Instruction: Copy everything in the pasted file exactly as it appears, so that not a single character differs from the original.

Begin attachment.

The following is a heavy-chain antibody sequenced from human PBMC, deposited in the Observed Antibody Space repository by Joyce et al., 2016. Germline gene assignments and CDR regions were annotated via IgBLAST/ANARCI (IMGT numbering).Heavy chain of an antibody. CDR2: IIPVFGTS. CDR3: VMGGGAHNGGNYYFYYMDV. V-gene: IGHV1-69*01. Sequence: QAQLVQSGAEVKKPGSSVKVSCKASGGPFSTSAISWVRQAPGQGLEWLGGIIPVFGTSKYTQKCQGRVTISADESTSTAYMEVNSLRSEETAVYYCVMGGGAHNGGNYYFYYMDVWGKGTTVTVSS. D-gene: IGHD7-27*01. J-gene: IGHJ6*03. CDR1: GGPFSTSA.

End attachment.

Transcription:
The following is a heavy-chain antibody sequenced from human PBMC, deposited in the Observed Antibody Space repository by Joyce et al., 2016. Germline gene assignments and CDR regions were annotated via IgBLAST/ANARCI (IMGT numbering).Heavy chain of an antibody. CDR2: IIPVFGTS. CDR3: VMGGGAHNGGNYYFYYMDV. V-gene: IGHV1-69*01. Sequence: QAQLVQSGAEVKKPGSSVKVSCKASGGPFSTSAISWVRQAPGQGLEWLGGIIPVFGTSKYTQKCQGRVTISADESTSTAYMEVNSLRSEETAVYYCVMGGGAHNGGNYYFYYMDVWGKGTTVTVSS. D-gene: IGHD7-27*01. J-gene: IGHJ6*03. CDR1: GGPFSTSA.